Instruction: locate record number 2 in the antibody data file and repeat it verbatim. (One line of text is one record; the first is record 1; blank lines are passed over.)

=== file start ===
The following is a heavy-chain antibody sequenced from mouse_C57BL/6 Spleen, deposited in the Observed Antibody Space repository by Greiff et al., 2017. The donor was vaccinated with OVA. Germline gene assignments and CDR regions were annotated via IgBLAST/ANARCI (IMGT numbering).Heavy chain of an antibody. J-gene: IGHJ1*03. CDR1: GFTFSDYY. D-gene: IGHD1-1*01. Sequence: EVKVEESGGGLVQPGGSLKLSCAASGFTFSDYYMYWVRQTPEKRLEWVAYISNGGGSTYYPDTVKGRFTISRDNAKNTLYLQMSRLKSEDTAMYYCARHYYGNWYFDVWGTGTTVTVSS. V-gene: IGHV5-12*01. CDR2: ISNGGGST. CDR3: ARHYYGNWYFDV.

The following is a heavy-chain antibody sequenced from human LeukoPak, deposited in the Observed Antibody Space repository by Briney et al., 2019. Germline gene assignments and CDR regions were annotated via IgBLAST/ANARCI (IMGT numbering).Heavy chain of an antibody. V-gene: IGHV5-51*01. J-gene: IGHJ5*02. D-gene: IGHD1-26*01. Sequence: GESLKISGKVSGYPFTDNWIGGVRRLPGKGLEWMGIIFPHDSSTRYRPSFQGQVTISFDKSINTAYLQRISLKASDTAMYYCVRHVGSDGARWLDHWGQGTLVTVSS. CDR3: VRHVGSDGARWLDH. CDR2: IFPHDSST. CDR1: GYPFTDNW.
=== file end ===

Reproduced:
The following is a heavy-chain antibody sequenced from human LeukoPak, deposited in the Observed Antibody Space repository by Briney et al., 2019. Germline gene assignments and CDR regions were annotated via IgBLAST/ANARCI (IMGT numbering).Heavy chain of an antibody. V-gene: IGHV5-51*01. J-gene: IGHJ5*02. D-gene: IGHD1-26*01. Sequence: GESLKISGKVSGYPFTDNWIGGVRRLPGKGLEWMGIIFPHDSSTRYRPSFQGQVTISFDKSINTAYLQRISLKASDTAMYYCVRHVGSDGARWLDHWGQGTLVTVSS. CDR3: VRHVGSDGARWLDH. CDR2: IFPHDSST. CDR1: GYPFTDNW.